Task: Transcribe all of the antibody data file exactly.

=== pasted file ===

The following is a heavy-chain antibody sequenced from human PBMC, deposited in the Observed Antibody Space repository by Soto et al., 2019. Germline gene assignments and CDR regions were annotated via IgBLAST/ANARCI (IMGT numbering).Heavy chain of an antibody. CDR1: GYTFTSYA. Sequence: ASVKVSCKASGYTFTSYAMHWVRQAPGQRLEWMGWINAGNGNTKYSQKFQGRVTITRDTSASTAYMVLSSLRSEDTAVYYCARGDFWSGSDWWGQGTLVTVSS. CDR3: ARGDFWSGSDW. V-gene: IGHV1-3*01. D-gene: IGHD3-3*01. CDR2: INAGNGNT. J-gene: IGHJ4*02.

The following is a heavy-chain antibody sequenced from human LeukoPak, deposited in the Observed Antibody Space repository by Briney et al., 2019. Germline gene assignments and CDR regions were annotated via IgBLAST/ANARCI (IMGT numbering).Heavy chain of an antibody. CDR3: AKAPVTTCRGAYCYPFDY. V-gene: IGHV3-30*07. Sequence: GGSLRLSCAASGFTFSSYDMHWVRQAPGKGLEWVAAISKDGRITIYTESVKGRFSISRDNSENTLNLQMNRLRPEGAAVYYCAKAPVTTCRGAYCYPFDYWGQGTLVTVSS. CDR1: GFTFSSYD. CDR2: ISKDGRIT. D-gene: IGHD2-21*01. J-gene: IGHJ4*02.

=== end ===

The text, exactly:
The following is a heavy-chain antibody sequenced from human PBMC, deposited in the Observed Antibody Space repository by Soto et al., 2019. Germline gene assignments and CDR regions were annotated via IgBLAST/ANARCI (IMGT numbering).Heavy chain of an antibody. CDR1: GYTFTSYA. Sequence: ASVKVSCKASGYTFTSYAMHWVRQAPGQRLEWMGWINAGNGNTKYSQKFQGRVTITRDTSASTAYMVLSSLRSEDTAVYYCARGDFWSGSDWWGQGTLVTVSS. CDR3: ARGDFWSGSDW. V-gene: IGHV1-3*01. D-gene: IGHD3-3*01. CDR2: INAGNGNT. J-gene: IGHJ4*02.

The following is a heavy-chain antibody sequenced from human LeukoPak, deposited in the Observed Antibody Space repository by Briney et al., 2019. Germline gene assignments and CDR regions were annotated via IgBLAST/ANARCI (IMGT numbering).Heavy chain of an antibody. CDR3: AKAPVTTCRGAYCYPFDY. V-gene: IGHV3-30*07. Sequence: GGSLRLSCAASGFTFSSYDMHWVRQAPGKGLEWVAAISKDGRITIYTESVKGRFSISRDNSENTLNLQMNRLRPEGAAVYYCAKAPVTTCRGAYCYPFDYWGQGTLVTVSS. CDR1: GFTFSSYD. CDR2: ISKDGRIT. D-gene: IGHD2-21*01. J-gene: IGHJ4*02.